This is what Mandi Koba looked and sounded like the first time she accused Kevin Johnson of sexual abuse. And as young as she looks on this tape, it’s worth noting that her interview with police came a full year after the alleged molestations began.
Recently, Koba put a name to the accusations against Johnson. This recording puts a face and a voice to them. These allegations include Johnson fondling Koba—a child, who was barely half his age when they met—and having her join him in shower stalls and prayer sessions. The video has her talking about how “he knew my age from the day I met him,” proven by the flowers and card she says she received from Johnson on her 16th birthday. It shows that Koba was upset about being interviewed by police, worrying that she might hurt Johnson’s career. The only child of a single-parent home, she is distraught talking about how a man who came into her life as a “father figure” asked her to leave her house late at night, wearing just a sweatshirt and socks, but no underwear. It finds the youngster—who according to the police report had been hospitalized for an eating disorder and weighed 95 pounds at the time of the interview—saying she was scared for her own well-being because Johnson’s hangers-on “know where I go to school.” She tells police she’s going ahead with the interview, however, because she thinks there might be others out there being abused by the rising Suns star. At the end of the session, Detective Smith tells her that he, too, believes that Johnson “is probably taking advantage of other young people.”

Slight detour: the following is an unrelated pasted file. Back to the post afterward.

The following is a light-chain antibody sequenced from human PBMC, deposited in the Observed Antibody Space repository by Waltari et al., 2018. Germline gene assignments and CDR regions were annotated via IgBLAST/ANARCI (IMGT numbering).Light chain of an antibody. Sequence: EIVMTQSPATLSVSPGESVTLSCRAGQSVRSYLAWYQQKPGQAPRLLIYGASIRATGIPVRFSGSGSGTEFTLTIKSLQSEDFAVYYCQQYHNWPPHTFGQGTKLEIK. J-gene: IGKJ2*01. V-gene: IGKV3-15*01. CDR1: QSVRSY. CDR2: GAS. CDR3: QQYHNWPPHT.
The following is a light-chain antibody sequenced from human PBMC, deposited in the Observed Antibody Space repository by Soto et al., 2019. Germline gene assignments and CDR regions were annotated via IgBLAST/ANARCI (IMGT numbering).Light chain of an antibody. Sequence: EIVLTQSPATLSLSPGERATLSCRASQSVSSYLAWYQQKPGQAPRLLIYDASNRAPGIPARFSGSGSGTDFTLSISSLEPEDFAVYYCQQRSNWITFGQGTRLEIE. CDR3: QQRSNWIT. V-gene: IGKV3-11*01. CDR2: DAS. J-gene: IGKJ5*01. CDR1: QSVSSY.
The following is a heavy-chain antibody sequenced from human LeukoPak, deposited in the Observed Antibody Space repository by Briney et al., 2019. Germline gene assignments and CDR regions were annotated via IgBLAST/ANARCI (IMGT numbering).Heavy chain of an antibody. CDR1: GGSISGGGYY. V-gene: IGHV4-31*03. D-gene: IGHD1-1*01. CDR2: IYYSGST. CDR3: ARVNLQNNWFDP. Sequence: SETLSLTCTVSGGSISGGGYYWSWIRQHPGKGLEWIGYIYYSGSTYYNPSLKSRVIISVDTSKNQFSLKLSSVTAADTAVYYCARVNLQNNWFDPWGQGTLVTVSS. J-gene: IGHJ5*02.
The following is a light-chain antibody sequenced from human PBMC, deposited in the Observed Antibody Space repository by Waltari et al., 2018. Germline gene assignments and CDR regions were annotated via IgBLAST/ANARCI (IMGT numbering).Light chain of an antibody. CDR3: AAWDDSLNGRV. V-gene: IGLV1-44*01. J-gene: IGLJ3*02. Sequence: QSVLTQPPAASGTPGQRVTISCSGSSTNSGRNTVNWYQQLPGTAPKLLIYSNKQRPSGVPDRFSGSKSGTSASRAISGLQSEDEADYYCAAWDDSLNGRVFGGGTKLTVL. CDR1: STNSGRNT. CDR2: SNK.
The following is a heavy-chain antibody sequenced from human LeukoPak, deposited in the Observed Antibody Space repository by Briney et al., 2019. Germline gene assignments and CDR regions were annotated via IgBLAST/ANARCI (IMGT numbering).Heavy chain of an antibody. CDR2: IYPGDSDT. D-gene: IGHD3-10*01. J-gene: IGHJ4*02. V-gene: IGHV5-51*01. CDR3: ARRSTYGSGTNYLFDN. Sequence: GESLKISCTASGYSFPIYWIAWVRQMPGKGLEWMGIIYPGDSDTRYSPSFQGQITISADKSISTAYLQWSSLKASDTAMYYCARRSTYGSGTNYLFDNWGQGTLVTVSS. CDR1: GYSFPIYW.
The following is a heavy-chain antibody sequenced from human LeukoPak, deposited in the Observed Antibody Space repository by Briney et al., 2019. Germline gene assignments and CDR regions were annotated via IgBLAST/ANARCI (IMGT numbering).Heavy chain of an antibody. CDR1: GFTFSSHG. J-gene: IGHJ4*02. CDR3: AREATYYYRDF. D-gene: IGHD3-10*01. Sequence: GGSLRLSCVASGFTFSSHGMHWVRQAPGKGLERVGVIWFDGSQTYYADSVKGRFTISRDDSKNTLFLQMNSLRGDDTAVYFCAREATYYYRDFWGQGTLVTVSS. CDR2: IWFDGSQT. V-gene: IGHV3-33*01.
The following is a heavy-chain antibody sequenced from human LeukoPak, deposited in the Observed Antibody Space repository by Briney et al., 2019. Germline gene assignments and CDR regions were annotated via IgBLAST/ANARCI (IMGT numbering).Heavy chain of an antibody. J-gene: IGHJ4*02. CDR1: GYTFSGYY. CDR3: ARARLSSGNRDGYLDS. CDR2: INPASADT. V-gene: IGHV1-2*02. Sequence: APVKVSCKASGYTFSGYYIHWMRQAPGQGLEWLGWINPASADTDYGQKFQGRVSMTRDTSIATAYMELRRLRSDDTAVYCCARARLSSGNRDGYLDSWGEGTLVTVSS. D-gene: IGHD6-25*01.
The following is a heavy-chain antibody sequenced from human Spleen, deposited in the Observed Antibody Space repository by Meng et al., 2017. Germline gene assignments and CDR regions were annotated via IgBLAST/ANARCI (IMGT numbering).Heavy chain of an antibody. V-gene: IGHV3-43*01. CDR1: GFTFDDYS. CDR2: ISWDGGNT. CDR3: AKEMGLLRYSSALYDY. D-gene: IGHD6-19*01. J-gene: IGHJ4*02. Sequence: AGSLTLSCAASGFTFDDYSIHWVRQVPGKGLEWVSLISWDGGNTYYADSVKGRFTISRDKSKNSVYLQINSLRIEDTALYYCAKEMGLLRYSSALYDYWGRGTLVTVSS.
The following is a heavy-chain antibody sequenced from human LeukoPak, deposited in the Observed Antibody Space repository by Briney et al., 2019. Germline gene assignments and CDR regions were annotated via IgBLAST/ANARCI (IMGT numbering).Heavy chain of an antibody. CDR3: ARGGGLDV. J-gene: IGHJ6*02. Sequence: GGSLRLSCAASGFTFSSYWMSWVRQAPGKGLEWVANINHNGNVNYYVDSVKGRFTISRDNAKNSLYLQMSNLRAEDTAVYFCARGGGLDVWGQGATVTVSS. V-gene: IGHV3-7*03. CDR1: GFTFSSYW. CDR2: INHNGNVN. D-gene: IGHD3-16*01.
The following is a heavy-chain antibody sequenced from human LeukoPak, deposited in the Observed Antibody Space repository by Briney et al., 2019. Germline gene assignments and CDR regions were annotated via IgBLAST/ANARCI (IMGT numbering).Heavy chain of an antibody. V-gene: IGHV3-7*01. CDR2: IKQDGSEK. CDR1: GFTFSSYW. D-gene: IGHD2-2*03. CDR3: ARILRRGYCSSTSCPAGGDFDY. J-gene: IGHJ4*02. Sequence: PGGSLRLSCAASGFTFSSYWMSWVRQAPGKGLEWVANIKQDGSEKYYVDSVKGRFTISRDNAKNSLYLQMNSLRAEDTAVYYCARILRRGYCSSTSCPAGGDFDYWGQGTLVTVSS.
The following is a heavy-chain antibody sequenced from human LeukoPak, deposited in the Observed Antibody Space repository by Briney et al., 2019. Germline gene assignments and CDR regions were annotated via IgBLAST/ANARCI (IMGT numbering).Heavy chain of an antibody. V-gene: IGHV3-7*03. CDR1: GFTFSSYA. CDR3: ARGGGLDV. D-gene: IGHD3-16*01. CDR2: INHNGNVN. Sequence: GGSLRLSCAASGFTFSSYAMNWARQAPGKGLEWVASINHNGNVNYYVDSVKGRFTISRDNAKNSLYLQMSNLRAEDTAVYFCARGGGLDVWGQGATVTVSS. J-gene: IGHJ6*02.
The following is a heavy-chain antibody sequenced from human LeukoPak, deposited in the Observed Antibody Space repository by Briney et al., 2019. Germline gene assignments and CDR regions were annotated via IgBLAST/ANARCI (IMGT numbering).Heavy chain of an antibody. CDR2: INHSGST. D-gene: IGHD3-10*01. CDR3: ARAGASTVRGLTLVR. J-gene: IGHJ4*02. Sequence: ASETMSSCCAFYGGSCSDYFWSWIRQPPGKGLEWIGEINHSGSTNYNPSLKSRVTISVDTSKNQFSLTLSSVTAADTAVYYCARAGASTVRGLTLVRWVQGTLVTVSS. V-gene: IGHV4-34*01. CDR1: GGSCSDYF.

“If he gets away with this,” Smith asks her, “what’s going to stop him?”
“Nothing,” says Koba.
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Additional reporting by Patrick Redford; video editing by Tim Burke.